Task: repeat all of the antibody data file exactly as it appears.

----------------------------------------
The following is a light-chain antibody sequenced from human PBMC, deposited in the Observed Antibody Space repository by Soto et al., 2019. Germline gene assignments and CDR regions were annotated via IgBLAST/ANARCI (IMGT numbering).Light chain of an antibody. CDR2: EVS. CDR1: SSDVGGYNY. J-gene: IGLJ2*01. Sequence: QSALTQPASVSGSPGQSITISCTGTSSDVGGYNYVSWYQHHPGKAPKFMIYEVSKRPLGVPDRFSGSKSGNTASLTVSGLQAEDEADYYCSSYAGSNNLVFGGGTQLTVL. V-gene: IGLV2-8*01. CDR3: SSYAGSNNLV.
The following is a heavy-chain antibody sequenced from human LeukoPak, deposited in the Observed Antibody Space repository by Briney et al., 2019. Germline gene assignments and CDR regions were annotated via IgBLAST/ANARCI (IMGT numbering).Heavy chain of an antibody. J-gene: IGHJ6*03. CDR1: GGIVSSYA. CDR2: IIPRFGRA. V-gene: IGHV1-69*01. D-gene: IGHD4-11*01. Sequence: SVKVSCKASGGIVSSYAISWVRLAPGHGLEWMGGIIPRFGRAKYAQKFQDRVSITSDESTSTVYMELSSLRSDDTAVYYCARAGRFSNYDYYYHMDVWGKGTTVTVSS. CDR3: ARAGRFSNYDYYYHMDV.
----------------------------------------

The following is a light-chain antibody sequenced from human PBMC, deposited in the Observed Antibody Space repository by Soto et al., 2019. Germline gene assignments and CDR regions were annotated via IgBLAST/ANARCI (IMGT numbering).Light chain of an antibody. CDR2: EVS. CDR1: SSDVGGYNY. J-gene: IGLJ2*01. Sequence: QSALTQPASVSGSPGQSITISCTGTSSDVGGYNYVSWYQHHPGKAPKFMIYEVSKRPLGVPDRFSGSKSGNTASLTVSGLQAEDEADYYCSSYAGSNNLVFGGGTQLTVL. V-gene: IGLV2-8*01. CDR3: SSYAGSNNLV.
The following is a heavy-chain antibody sequenced from human LeukoPak, deposited in the Observed Antibody Space repository by Briney et al., 2019. Germline gene assignments and CDR regions were annotated via IgBLAST/ANARCI (IMGT numbering).Heavy chain of an antibody. J-gene: IGHJ6*03. CDR1: GGIVSSYA. CDR2: IIPRFGRA. V-gene: IGHV1-69*01. D-gene: IGHD4-11*01. Sequence: SVKVSCKASGGIVSSYAISWVRLAPGHGLEWMGGIIPRFGRAKYAQKFQDRVSITSDESTSTVYMELSSLRSDDTAVYYCARAGRFSNYDYYYHMDVWGKGTTVTVSS. CDR3: ARAGRFSNYDYYYHMDV.